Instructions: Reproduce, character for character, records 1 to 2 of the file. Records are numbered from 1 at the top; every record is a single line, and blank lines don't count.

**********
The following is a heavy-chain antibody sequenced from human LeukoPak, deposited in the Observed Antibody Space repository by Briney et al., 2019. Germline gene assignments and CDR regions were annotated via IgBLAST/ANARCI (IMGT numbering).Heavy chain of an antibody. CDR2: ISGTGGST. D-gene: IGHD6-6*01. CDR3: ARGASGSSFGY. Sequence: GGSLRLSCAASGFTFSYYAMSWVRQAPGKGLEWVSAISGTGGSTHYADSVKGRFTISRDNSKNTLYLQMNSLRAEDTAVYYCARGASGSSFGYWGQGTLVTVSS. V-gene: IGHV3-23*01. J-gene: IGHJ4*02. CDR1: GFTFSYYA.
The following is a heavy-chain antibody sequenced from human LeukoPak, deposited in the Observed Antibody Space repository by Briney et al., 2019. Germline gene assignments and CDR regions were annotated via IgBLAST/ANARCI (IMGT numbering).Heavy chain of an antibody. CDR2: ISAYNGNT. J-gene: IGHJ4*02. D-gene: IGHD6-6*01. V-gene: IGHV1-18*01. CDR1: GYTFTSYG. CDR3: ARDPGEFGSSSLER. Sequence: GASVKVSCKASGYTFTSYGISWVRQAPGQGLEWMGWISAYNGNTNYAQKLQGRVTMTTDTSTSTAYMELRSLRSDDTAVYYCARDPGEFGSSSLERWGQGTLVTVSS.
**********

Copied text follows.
The following is a heavy-chain antibody sequenced from human LeukoPak, deposited in the Observed Antibody Space repository by Briney et al., 2019. Germline gene assignments and CDR regions were annotated via IgBLAST/ANARCI (IMGT numbering).Heavy chain of an antibody. CDR2: ISGTGGST. D-gene: IGHD6-6*01. CDR3: ARGASGSSFGY. Sequence: GGSLRLSCAASGFTFSYYAMSWVRQAPGKGLEWVSAISGTGGSTHYADSVKGRFTISRDNSKNTLYLQMNSLRAEDTAVYYCARGASGSSFGYWGQGTLVTVSS. V-gene: IGHV3-23*01. J-gene: IGHJ4*02. CDR1: GFTFSYYA.
The following is a heavy-chain antibody sequenced from human LeukoPak, deposited in the Observed Antibody Space repository by Briney et al., 2019. Germline gene assignments and CDR regions were annotated via IgBLAST/ANARCI (IMGT numbering).Heavy chain of an antibody. CDR2: ISAYNGNT. J-gene: IGHJ4*02. D-gene: IGHD6-6*01. V-gene: IGHV1-18*01. CDR1: GYTFTSYG. CDR3: ARDPGEFGSSSLER. Sequence: GASVKVSCKASGYTFTSYGISWVRQAPGQGLEWMGWISAYNGNTNYAQKLQGRVTMTTDTSTSTAYMELRSLRSDDTAVYYCARDPGEFGSSSLERWGQGTLVTVSS.